Breaking the thirds up into three sets really did weaken. We were absolutely walloped to begin with. One game the Teacher's College was really short of players and I played against my own team. They (my team) decided to start by kicking the ball in my direction. Usually this might have been quite a good move. In this case, I managed to catch the ball and they gave me room to move. The result was a straight run through for a try.
Our most exciting match was against a University under 21 side. This had some seriously good ex GPS (Greater Public School) players from NSW and Queensland. For some reason -a previous party perhaps? -some of the uni players were late. We got in front and then held the lead.
A 3rd XV was entered against Armidale High School and De La
Salle College on Wednesdays and results proved very successful in
that we won four of the five games played, with two wins against
D.L.S.C. and two wins and one loss against A.H.S. We also had a
trip north to Toowoomba early in the season and lost narrowly 11-13
after hard play in perfect surroundings. The trip was thoroughly
enjoyed by all, and Downlands hospitality was deeply appreciated.
Throughout the season we played many games internally, usually
against the Seconds and Under 15A's. The standard of football rose,
resulting in losing many players to the 2nd XV, but we developed
many promising young players, which augurs well for the future.
And even though the grassless fields were hard, injuries were few.
Hard fields is right. The fields weren't watered, so they could be very hard indeed!
The last game of the season was against the Old Boys, and
after hard play we managed to post a victory, Palmer scrambled over
the line as a result of consistent effort, and Jones followed with a
good penalty kick. In the closing stages Page was able to score to
give us a 9-5 win, the School's only victory over the Old Boys. Our
4th XV, also from the third group, failed to equal the Third's
From memory, I played in this match for the Old Boys.
On the whole it was quite a successful season, and the group
would like to take this opportunity of thanking the three coaches
for their time spent throughout the season.
The 3rd XV team was chosen from the following: J. D. Page,
P. J. Housden, G. B. Wilson, S. R. Dawson, R. D. Farrell, M. M. W.
Fletcher, G. R. T. Giblin, P. C. Gosper, H. J. K. Hall, W. R. Hannaford,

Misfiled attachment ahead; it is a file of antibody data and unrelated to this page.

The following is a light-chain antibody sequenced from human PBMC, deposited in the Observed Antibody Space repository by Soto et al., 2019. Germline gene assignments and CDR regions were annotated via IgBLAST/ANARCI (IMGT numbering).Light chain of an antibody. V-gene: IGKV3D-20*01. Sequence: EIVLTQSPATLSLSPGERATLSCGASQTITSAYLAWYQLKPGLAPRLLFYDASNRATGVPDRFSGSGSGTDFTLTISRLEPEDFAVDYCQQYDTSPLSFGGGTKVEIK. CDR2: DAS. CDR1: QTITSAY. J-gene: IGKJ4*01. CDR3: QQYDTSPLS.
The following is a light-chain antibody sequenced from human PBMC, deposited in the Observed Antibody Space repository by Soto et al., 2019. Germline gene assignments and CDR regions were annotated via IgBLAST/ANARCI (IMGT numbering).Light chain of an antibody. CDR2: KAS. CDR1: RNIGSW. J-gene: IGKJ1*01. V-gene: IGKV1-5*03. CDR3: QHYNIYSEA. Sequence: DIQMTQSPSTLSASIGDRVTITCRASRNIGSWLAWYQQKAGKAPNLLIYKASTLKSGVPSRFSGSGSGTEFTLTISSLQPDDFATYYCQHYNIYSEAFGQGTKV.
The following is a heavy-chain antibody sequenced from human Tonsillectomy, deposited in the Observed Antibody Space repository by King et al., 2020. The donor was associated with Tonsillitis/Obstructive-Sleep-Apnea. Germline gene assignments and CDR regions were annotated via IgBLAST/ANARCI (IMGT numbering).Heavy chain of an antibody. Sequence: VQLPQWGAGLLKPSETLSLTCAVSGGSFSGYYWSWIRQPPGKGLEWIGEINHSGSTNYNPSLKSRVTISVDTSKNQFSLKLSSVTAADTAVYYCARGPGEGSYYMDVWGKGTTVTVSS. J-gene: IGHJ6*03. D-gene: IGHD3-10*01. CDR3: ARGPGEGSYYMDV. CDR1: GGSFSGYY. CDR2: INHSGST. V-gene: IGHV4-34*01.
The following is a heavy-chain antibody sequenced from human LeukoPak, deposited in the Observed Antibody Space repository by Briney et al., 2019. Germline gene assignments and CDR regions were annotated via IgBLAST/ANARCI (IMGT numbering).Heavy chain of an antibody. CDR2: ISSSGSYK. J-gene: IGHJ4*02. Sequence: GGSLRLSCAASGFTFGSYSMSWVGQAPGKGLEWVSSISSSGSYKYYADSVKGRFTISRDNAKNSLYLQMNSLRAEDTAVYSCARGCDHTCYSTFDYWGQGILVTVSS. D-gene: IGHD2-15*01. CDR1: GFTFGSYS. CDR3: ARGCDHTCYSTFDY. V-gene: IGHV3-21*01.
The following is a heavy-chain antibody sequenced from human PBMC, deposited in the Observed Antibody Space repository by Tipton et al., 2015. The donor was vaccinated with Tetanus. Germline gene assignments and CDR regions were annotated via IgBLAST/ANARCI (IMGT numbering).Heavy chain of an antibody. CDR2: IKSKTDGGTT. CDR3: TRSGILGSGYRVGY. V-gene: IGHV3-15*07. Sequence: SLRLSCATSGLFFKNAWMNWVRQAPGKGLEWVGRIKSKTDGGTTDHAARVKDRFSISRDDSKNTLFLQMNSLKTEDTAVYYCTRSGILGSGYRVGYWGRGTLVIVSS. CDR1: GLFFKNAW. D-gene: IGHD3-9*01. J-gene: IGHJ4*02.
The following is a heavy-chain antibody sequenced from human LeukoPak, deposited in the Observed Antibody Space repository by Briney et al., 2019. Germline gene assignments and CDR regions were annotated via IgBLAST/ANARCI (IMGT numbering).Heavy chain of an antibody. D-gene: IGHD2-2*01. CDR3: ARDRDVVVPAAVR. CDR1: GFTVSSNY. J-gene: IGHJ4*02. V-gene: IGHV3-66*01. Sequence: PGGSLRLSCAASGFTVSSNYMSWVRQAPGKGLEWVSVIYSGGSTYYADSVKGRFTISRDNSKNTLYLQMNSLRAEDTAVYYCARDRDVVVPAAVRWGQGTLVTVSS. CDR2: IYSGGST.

S. J. Jack, W. E. Jackson, J. Jones, J. M. McDonald, E. N. A.
Palmer, W. B. Richards, K. E. Roberts, P. J. Schofield, D. B. C.
Smith, S. E. Swain, C. D. R. Tully, D. W. Willis, P. M. Williams.
These names bring memories back. However, there must have been more. That's not enough for three teams.
Still from the same Armidalian:
Jim Belshaw-student master at school this year-how ironic
to imagine Jim telling someone to stop talking! Arts III, hopes to
go on to Honours in History or Economics next year. Valiant forward
Ouch. The football is incorrect by this point. I am still talkative, but it really depends on context.
More from that Armidalian:
Mr. Belshaw also leaves us at the end of this year. We would
like to thank him for his continued valuable help during the year.
We also wish him luck for the exams which he has just completed
and hope that he enjoys his trip to Thailand during the vacation.
How polite! That was the year the boss (Alan Cash) threatened to sack me for inciting industrial disturbance among the student (duty) masters. I would certainly have been sacked if he had found out about the party we had one mid term in the dorm off my room with the remaining boys as drink waiters!
Bob Graham, a fellow duty master who later became a Labor cabinet minister in Tasmania, was one of the attendees.
The year before Bob had displaced Winton Bates and I in an SRC coup as editors of the student newspaper, my second electoral defeat but not my last! Despite this, we became good friends.
Having reviewed the Armidalians, I must run some of the stories about Paul Barratt, now another fellow blogger.